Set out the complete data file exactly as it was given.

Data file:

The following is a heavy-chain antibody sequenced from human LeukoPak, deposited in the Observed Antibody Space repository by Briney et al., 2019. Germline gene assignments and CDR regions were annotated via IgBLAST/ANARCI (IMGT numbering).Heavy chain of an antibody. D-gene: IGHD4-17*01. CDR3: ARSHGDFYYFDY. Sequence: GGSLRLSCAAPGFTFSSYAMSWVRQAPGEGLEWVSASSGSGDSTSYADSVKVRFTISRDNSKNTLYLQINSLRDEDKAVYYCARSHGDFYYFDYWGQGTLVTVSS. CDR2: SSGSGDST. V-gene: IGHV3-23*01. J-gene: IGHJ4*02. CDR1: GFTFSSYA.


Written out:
The following is a heavy-chain antibody sequenced from human LeukoPak, deposited in the Observed Antibody Space repository by Briney et al., 2019. Germline gene assignments and CDR regions were annotated via IgBLAST/ANARCI (IMGT numbering).Heavy chain of an antibody. D-gene: IGHD4-17*01. CDR3: ARSHGDFYYFDY. Sequence: GGSLRLSCAAPGFTFSSYAMSWVRQAPGEGLEWVSASSGSGDSTSYADSVKVRFTISRDNSKNTLYLQINSLRDEDKAVYYCARSHGDFYYFDYWGQGTLVTVSS. CDR2: SSGSGDST. V-gene: IGHV3-23*01. J-gene: IGHJ4*02. CDR1: GFTFSSYA.